[¶48] Revere contends the amount of exemplary damages awarded is grossly excessive. "'The reason for awarding punitive damages is to punish the wrongdoer in order to deter him, and others, from repetition of the wrongful conduct.'" Delzer v. United Bank, 1997 ND 3, ¶22(quoting Dahlen v. Landis, 314 N.W.2d 63, 68 (N.D. 1981)). As we also explained in Delzer, (quoting Dewey v. Lutz, 462 N.W.2d 435, 443 (N.D. 1990)): "'Punitive damages are excessive when the amount of the award is so great that it indicates passion or prejudice on the part of the jury.'"
[¶49] In ruling on Revere's post-trial motions, the trial court generally assessed the qualifications of the jurors:
In this case, however, we had an educated and intelligent jury well-qualified to comprehend the issues and the law. For instance, this case involved financial, tax and contract matters. We had two accountants on the jury. The case involved insurance and we had a person experienced in an insurance agency. Others on the jury were qualified to understand the injury and disability issues involved. Finally, most of them had enough farm background to judge the effect of a physical disability on a farmer's ability to do his work. In short, this was a jury not easily misled or one proven to make emotional judgments. They deliberated for a reasonable time without asking any questions. There is no justification for jumping to the conclusion that this admittedly large verdict was somehow the product of emotion or prejudice rather than thoughtful deliberation by nine qualified individuals.
On the amount of punitive damages awarded, the trial court ruled:
This was a good jury which gave thoughtful consideration to the award based on the acts of [Revere] and the factors on which they were instructed. It is a large verdict, but it has adequate support in the evidence. The wealth of [Revere] is a consideration and the verdict is proportional to that wealth and [Revere's] actions regarding its handling on this policy claim.
As we reasoned in Delzer, at ¶22: "The trial court observed the witnesses and the jury and was in a better position than we are to determine if the jury's punitive damages award resulted from passion or prejudice." We are unable to conclude that the amount of this punitive damages award is so great that it proves passion or prejudice on the part of the jury. We conclude, therefore, the punitive damages award is not excessive, and it is a reasonable amount in light of its purposes of punishment and deterrence.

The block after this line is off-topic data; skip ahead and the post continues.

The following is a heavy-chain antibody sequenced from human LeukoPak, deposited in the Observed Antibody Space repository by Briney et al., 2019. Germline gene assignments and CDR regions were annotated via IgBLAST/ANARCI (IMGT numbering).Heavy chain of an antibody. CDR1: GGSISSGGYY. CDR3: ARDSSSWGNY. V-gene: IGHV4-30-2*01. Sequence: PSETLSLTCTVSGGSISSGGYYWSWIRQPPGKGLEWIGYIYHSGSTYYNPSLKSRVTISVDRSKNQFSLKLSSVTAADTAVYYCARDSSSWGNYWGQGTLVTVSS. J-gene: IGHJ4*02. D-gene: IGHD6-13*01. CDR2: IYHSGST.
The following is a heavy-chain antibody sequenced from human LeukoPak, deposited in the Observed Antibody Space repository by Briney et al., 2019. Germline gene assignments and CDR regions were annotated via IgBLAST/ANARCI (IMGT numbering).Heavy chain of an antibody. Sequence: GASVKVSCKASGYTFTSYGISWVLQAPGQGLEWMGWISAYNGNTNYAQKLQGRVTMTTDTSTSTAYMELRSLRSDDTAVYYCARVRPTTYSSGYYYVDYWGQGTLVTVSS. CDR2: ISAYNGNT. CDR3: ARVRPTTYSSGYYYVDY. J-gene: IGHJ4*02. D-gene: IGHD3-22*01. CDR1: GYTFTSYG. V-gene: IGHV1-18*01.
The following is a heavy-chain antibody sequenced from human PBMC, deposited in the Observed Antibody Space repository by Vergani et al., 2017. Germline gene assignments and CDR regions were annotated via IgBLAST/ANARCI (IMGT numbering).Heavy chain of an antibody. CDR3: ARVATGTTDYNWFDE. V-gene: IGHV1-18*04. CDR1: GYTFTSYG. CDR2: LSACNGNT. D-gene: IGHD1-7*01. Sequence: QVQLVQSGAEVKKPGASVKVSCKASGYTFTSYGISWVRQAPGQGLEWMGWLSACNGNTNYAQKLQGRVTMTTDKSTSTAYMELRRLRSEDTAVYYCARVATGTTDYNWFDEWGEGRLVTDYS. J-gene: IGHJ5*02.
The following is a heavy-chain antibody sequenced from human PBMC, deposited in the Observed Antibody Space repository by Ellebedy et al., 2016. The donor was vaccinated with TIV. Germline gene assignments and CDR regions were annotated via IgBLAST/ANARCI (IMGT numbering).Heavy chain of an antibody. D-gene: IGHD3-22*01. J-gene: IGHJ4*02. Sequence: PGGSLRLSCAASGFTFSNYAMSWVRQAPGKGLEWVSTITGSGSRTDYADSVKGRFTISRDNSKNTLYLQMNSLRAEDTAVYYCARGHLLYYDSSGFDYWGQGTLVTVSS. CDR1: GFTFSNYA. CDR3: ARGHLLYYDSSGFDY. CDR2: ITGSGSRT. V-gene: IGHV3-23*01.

[¶50] Relying on BMW of North America, Inc. v. Gore, 116 S.Ct. 1589 (1996), Revere contends it "should not be punished, certainly not to the extent of $2.5 million, for rescinding an insurance policy based upon well established legal principles, i.e. for conduct lawful in other jurisdictions." The jury did not award exemplary damages to punish Revere for "rescinding an insurance policy based upon well establised legal principles." We are not persuaded that the conduct impelling the jury to award exemplary damages here was lawful conduct anywhere.
[¶51] The statute authorizing exemplary damages, NDCC 32-03.2-11(4), was amended in 1993 to limit them to "two times the amount of compensatory damages or two hundred fifty thousand dollars, whichever is greater." See 1993 N.D. Laws Ch. 324, § 3. Relying on State v. Cummings, 386 N.W.2d 468 (N.D. 1986), Revere contends that this new limitation on exemplary damages applies to this case because it took effect before this lawsuit was commenced. "A statute is employed retroactively when it is applied to a cause of action that arose prior to the effective date of the statute." Id.at 471. The statute considered in Cummings reduced the mandatory minimum sentence for driving with a suspended license. This court held that, while statutes are not retroactive unless expressly declared so by the Legislature, "an exception should be made to this general rule in the case of ameliorating penal legislation." Id. at 472. Cummingswas "a narrow exception to the general rule" of nonretroactivity. Midwest Property Recovery, Inc. v. Job Service, 475 N.W.2d 918, 921 (N.D. 1991). "[T] here is a presumption against the retroactive application of a statute unless the legislature has clearly indicated such an intent." State ex rel. Younger v. Bryant, 465 N.W.2d 155, 159 (N.D. 1991). Revere has not overcome the presumption against retroactivity here.